Theological genealogists of modernity have always recognized the importance of literature to the sweeping intellectual stories they tell. Alasdair MacIntyre devoted a chapter of After Virtue to Jane Austen. Charles Taylor acknowledges a profound debt to Iris Murdoch’s novels and dips in and out of a vast array of poetry, from Homer to Milosz, to illustrate the spirit of the age. John Milbank’s counter-modernity is enchanted by Charles Peguy and Tolkien, while Thomas Pfau’s Minding the Modern casts Coleridge as tragic hero. Yet in none of these projects does fiction or poetry receive sustained engagement on par with philosophical and theological texts; rarely is literature allowed beyond heuristics and into the argument. (The great exception is Hans Urs von Balthasar, who generates some of his most important and genealogically surprising moves in sustained, textually sensitive engagements with Dante, Calderón, Hopkins, Peguy, Claudel, Bernanos. Minor exceptions are Pfau’s 20 pages on Coleridge’s “Rime of the Ancient Mariner” in Minding the Modern and Jennifer Herdt’s wonderful reading of Jesuit drama in The Splendid Vices.)
In Beyond Reformation? David Aers dares to enter these debates with a book-length essay on Piers Plowman, the most ambitious work of theological poetry produced in England before Milton’s Paradise Lost. Aers’s most pressing concerns are also the most urgent questions for the likes of MacIntyre, Milbank, or Brad Gregory. How have political and economic forces shaped the ethical landscape of modern society? How have churches and individual Christians contributed to the de-Christianization of the west? Where do the temporal and spiritual authorities of church and state begin and end?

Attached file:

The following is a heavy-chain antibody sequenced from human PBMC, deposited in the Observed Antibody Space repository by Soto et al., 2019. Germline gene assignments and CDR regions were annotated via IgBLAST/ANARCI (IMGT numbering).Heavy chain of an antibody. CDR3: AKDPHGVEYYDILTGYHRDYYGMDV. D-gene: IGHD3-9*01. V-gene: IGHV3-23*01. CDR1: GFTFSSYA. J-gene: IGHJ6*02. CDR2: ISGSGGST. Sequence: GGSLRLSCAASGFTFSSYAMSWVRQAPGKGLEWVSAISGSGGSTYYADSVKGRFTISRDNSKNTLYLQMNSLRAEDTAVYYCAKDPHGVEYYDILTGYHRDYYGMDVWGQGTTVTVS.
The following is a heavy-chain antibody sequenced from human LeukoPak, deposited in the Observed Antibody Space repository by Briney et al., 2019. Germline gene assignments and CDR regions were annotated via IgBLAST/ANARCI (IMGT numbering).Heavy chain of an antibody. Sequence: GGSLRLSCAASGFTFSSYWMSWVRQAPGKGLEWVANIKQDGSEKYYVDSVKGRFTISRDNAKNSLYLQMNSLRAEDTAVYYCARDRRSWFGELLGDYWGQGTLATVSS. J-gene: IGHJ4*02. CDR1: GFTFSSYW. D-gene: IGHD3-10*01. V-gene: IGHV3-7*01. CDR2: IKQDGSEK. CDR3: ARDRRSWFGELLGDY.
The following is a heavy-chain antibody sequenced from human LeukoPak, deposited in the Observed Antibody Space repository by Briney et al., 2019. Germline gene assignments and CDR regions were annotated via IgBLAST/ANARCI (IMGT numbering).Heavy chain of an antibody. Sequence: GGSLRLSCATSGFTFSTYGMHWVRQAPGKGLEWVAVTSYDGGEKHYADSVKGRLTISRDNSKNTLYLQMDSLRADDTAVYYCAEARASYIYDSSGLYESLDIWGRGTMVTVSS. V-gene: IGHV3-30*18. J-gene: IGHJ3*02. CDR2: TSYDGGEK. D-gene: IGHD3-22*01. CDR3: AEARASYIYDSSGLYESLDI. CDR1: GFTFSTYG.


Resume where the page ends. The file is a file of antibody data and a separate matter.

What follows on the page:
These are also the pressing concerns of Piers Plowman, a thrillingly, even sublimely, difficult dream vision composed and serially revised between around 1365 and 1390 (overlapping with Chaucer’s writing of The Canterbury Tales) by a poet who may have been named William Langland. In fluent alliterative verse, Langland manages to produce crystalline vignettes of vivid, personal beauty out of intensely learned biblical, theological, and natural-philosophical explorations. As in Dante’s compressed and allusive Divine Comedy and in T. S. Eliot’s fragmentary The Waste Land, the only way to the theology is through the poetry. David Aers, who has spent the latter part of his career at Duke interpreting Piers Plowman to Duke Divinity School faculty and students, is the ideal guide to this mysterious yet evangelically direct poem. Writing always with non-specialists in mind, Aers explains how the poem works as poetry in order to reveal its significance for historical and modern theology.
Aers demonstrates that Langland was vigorously involved in the ethical and ecclesiological debates of his own day and, indirectly, in those of the Protestant Reformation. The result of this conversation is that William Langland emerges as a profoundly insightful, agile, and unique theological voice addressing the crises of a de-Christianizing church. Any account of the theological origins of modernity must grapple with this powerful figure.
The following responses do just that, engaging not only with Aers’s arguments but also with Piers Plowman directly. And this direct engagement is necessary, for while Piers Plowman raises first-order theological questions that admit to exclusively theological discussion, the poem proffers multiple, often conflicting answers in a range of forms alien to the magisterial theological tradition. The discipline of theology is not capable, by its own resources, of handling and adjudicating these conflicts. Each respondent, then, must grapple with the literary side of topics familiar to theology—authority, revelation, dialectics—as well as with less familiar topics such as personification allegory. The result, as Stanley Hauerwas notes, is that “questions regarding the genre of theology cannot be avoided.”